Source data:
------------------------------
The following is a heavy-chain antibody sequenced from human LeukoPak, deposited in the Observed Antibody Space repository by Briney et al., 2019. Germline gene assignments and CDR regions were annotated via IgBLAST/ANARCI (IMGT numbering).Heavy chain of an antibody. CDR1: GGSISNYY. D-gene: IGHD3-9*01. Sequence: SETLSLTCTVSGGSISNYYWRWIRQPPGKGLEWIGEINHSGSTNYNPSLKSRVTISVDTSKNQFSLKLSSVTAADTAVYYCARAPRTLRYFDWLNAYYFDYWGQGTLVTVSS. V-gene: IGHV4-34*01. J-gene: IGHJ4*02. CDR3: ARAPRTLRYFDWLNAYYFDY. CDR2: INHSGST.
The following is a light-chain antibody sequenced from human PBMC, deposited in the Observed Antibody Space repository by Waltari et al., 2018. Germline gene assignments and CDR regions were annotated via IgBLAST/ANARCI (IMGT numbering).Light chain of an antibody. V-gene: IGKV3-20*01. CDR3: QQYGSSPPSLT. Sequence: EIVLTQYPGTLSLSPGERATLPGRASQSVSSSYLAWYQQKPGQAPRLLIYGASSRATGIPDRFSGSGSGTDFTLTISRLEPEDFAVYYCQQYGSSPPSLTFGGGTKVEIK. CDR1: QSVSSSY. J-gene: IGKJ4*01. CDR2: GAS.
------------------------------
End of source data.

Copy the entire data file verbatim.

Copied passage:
The following is a heavy-chain antibody sequenced from human LeukoPak, deposited in the Observed Antibody Space repository by Briney et al., 2019. Germline gene assignments and CDR regions were annotated via IgBLAST/ANARCI (IMGT numbering).Heavy chain of an antibody. CDR1: GGSISNYY. D-gene: IGHD3-9*01. Sequence: SETLSLTCTVSGGSISNYYWRWIRQPPGKGLEWIGEINHSGSTNYNPSLKSRVTISVDTSKNQFSLKLSSVTAADTAVYYCARAPRTLRYFDWLNAYYFDYWGQGTLVTVSS. V-gene: IGHV4-34*01. J-gene: IGHJ4*02. CDR3: ARAPRTLRYFDWLNAYYFDY. CDR2: INHSGST.
The following is a light-chain antibody sequenced from human PBMC, deposited in the Observed Antibody Space repository by Waltari et al., 2018. Germline gene assignments and CDR regions were annotated via IgBLAST/ANARCI (IMGT numbering).Light chain of an antibody. V-gene: IGKV3-20*01. CDR3: QQYGSSPPSLT. Sequence: EIVLTQYPGTLSLSPGERATLPGRASQSVSSSYLAWYQQKPGQAPRLLIYGASSRATGIPDRFSGSGSGTDFTLTISRLEPEDFAVYYCQQYGSSPPSLTFGGGTKVEIK. CDR1: QSVSSSY. J-gene: IGKJ4*01. CDR2: GAS.